Greece Requests Fresh IMF Loan
World Economy

Greece Requests Fresh IMF Loan

Greece has formally requested a fresh loan from the International Monetary Fund, edging closer to a huge third international bailout.
Athens is seeking a three-year bailout worth €86 billion ($94.4 billion) to avert financial collapse and a eurozone exit, but it had originally planned to go without fresh help from the IMF as it considers the global agency too intrinsically linked with austerity measures, Breaking News reported.
However, in a letter to IMF Managing Director Christine Lagarde, Greek Finance Minister Euclid Tsakalotos noted that the Greek Parliament has passed two laws enshrining a series of harsh austerity reforms including tax rises and an overhaul of the pension system.
“The Greek authorities have committed to implement a number of policies that would enhance fiscal sustainability, strengthen fiscal stability, sustain long-term growth and, importantly, spread the cost of economic adjustment in a fair way,” Tsakalotos wrote.
“It is our belief that it will take several quarters before the Greek economy faces up to these challenges and returns to a vigorous and sustainable path to growth with fairness and social inclusion.”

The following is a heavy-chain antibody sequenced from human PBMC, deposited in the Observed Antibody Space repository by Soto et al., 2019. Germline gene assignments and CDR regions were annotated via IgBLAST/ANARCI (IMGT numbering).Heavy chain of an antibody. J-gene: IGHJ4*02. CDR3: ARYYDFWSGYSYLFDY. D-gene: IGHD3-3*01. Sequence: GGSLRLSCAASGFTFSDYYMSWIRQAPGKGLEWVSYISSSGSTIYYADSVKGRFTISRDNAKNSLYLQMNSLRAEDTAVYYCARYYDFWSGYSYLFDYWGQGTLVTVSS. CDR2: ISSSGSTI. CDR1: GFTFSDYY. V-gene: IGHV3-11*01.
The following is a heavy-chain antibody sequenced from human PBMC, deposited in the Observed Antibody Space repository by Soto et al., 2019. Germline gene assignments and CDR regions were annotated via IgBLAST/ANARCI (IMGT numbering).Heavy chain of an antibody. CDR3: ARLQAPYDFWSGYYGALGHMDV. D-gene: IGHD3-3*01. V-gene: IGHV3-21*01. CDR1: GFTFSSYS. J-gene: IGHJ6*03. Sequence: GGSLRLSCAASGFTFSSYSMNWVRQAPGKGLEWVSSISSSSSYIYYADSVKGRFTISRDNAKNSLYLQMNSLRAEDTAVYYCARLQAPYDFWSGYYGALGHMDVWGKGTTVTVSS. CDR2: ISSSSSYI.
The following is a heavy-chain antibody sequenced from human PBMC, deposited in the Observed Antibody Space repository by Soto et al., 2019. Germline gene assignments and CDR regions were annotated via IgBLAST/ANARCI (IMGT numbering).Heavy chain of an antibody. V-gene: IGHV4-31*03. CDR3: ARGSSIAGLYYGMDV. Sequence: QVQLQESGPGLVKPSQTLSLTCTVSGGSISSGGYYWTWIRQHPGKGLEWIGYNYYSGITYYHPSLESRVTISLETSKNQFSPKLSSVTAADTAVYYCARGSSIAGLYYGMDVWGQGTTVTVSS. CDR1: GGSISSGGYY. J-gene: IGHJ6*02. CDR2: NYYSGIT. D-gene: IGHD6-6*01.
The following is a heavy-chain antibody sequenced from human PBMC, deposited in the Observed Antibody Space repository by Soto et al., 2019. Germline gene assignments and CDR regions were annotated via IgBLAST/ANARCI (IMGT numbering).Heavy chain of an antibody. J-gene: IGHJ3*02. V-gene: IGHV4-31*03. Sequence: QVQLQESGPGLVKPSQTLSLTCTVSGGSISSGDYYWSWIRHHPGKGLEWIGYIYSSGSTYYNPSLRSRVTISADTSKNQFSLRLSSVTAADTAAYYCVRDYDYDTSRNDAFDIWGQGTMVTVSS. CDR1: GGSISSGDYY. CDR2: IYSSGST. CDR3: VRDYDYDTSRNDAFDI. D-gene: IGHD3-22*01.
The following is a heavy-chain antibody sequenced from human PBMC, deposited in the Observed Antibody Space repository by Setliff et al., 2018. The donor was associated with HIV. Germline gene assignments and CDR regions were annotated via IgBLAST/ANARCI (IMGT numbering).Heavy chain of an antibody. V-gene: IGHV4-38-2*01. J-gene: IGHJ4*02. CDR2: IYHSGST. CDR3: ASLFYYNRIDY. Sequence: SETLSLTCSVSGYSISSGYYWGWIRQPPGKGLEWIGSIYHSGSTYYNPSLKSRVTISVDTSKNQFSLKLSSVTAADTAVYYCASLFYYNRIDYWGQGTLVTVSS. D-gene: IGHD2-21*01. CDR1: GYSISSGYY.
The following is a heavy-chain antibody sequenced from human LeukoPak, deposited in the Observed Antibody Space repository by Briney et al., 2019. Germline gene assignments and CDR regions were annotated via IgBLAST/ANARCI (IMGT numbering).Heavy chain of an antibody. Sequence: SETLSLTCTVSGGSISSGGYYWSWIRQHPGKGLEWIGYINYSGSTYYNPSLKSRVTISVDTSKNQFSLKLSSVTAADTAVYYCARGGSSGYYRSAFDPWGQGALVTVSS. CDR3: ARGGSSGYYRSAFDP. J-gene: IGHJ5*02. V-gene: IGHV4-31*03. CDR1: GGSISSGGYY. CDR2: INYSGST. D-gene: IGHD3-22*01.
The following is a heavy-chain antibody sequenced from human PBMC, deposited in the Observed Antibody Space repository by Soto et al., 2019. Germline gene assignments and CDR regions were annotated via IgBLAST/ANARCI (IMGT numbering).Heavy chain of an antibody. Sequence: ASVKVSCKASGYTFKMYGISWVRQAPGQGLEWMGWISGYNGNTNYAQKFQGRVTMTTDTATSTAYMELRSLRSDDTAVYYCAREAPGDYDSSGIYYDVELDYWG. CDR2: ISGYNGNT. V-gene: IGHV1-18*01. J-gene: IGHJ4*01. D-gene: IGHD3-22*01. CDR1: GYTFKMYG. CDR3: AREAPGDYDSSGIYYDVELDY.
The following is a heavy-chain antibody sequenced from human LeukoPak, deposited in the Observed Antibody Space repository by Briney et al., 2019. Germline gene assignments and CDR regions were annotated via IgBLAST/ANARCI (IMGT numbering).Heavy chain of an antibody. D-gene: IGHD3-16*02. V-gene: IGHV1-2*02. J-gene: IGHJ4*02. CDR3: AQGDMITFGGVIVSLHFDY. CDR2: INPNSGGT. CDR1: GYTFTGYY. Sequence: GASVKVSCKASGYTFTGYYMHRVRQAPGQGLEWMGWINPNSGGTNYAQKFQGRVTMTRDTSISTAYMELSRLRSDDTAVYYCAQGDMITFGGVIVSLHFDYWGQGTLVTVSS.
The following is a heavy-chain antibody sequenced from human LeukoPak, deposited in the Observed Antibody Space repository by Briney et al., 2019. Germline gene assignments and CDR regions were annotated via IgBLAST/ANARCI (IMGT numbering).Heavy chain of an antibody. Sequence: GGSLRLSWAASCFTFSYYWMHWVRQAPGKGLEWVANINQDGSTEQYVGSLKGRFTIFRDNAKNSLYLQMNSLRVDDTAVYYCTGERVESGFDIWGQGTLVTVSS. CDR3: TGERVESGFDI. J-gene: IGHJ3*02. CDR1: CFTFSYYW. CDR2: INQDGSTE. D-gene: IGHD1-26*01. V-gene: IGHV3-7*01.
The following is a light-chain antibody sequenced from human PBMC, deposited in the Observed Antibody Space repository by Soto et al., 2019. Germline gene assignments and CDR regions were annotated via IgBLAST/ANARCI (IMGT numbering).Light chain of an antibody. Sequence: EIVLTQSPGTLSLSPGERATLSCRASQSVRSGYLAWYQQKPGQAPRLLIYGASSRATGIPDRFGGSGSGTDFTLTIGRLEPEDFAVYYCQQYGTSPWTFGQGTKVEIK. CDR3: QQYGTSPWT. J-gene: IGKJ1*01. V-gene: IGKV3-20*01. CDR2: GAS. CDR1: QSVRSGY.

The letter was dated 23 July but released to the public on Friday.
The IMF confirmed receipt of the loan request and said that it will now discuss with Greek and EU authorities “the timing and the modalities” of talks on the next bailout.

 Gesture of Goodwill
Greece, which has already been bailed out by the IMF, the European Union and the European Central Bank twice since 2010, has already formally requested a new three-year loan from the European Stability Mechanism, the eurozone’s bailout fund.
As Greece’s existing aid program from the IMF runs until early 2016 and a new loan request is not technically necessary, the letter appears to have been a gesture of goodwill.
Tsakalatos’ request came amid an apparent delay in getting the ball rolling on talks to finalize the bailout package. Negotiators from the creditors, known collectively as the troika, have not set foot in Athens for over a year as hostility has increased between the two sides.

 Talks in Coming Days
Greece said on Thursday that the creditors would fly in to Athens on Friday to begin the negotiations, but a European Commission spokesperson said that they will do so “in the coming days”, with the location of the talks and offices for the creditors apparently among the sticking points.
“The mission is being prepared. We are still discussing a location as we have to find an accessible place to work, near the ministries,” a source close to the negotiations said.
Greece and its creditors are under huge pressure to hammer out the bailout deal before August 20, when Athens is scheduled to make a massive €3.2 billion loan repayment to the ECB that it cannot currently afford.

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